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Can you answer this key retirement question?

How much retirement income can your savings generate? This is a critical question, and answering it correctly can help you estimate if you have enough money to retire. Get it wrong, however, and you might retire too soon, increasing the odds that you'll run out of money during your retirement.

A recent survey by New York Life Insurance Co. shows that most Americans don't know how to turn their hard-earned savings into a steady stream of income when they retire. More than three-quarters (77 percent) of Americans over age 40 didn't know of a safe rate at which they could withdraw from their savings -- one that would help ensure that their savings would last for as long as they live. Half of Americans (58 percent) overestimated the safe withdrawal rate, pegged at 4 percent for a typical retiree.

Almost one-third (31 percent) of Americans are wildly overoptimistic, believing they can spend as much as 10 percent of their savings each year. At that rate, based on historical investment returns, retirees run the risk of running out of money in 11 years or less, whereas there's a very good chance they'll live many more years than that.

The biggest planning mistake you can make is thinking of your retirement savings as a checkbook you can use as you see fit to pay for your ongoing living expenses. When this happens, many people spend their savings too rapidly, with the unfortunate result of experiencing "money death" before physical death.

A better approach is to consider your savings to be a generator of a monthly retirement paycheck, then spend no more than that monthly check. You'll set up the paycheck generator so it has a realistic chance of lasting for the rest of your life, no matter how long you live.

Understanding what a safe withdrawal rate is from your invested savings is just one way to generate your retirement paycheck. You can also produce one by investing your savings and withdrawing just the interest and dividends, or by purchasing an annuity from an insurance company.

The New York Life survey highlights a serious flaw with most 401(k) plans: They don't offer retiring workers the ability to choose among a menu of reasonable methods to convert their savings into income. Such a menu could include:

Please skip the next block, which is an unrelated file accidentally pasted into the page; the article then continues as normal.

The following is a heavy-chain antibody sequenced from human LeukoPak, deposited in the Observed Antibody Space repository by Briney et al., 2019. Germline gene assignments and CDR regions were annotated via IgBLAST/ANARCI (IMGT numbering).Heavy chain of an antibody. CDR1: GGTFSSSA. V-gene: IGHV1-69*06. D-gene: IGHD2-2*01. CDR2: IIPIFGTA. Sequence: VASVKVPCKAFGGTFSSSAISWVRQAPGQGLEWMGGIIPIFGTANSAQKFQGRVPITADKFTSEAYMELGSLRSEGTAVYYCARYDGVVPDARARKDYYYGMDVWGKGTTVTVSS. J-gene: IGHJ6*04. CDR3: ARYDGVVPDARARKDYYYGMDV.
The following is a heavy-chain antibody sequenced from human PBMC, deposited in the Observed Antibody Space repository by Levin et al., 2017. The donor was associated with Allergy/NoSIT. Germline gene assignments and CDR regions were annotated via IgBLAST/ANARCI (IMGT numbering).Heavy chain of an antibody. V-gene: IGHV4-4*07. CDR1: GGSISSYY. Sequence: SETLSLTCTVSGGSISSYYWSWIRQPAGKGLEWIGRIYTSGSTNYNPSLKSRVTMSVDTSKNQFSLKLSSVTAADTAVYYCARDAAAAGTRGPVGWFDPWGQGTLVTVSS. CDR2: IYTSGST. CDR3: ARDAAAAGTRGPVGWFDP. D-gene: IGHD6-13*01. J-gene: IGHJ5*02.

Using such an approach, a retiring worker could divide his funds among one or more of these retirement paycheck generators, according to his goals and circumstances. Ideally, the 401(k) plan sponsor would supplement the menu with a communications program that helps workers make informed decisions.

There's plenty of demand for such a program of retirement income. The New York Life survey shows that more than half (58 percent) of all Americans are interested in learning how to turn their savings into lifetime income, and almost two-thirds (64 percent) are interested in creating their own pension-like income in retirement.

Another recent survey from Transamerica confirms this result. More than half (53 percent) of the retirees who responded to this survey would have liked information and advice from their employers on how to achieve their retirement goals. Yet almost two-thirds (63 percent) received no help from their employer with any retirement planning task. Fewer than 10 percent of retirees say their employer offered any financial advice, seminars or other methods of helping with the transition to retirement.

Financing a long life in retirement is a serious challenge that deserves careful thought and attention from many stakeholders -- employers, financial institutions, workers and retirees. The New York Life survey should serve as a wake-up call.

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